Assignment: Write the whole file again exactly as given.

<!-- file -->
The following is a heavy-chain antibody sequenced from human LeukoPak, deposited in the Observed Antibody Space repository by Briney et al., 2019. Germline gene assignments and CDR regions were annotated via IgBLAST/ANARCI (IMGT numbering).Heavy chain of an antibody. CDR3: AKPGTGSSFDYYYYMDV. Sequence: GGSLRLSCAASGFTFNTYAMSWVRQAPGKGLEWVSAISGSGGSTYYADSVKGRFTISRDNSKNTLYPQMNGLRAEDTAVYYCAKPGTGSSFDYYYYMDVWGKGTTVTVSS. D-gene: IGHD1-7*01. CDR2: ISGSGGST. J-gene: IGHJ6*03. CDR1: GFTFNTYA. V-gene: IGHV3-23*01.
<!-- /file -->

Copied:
The following is a heavy-chain antibody sequenced from human LeukoPak, deposited in the Observed Antibody Space repository by Briney et al., 2019. Germline gene assignments and CDR regions were annotated via IgBLAST/ANARCI (IMGT numbering).Heavy chain of an antibody. CDR3: AKPGTGSSFDYYYYMDV. Sequence: GGSLRLSCAASGFTFNTYAMSWVRQAPGKGLEWVSAISGSGGSTYYADSVKGRFTISRDNSKNTLYPQMNGLRAEDTAVYYCAKPGTGSSFDYYYYMDVWGKGTTVTVSS. D-gene: IGHD1-7*01. CDR2: ISGSGGST. J-gene: IGHJ6*03. CDR1: GFTFNTYA. V-gene: IGHV3-23*01.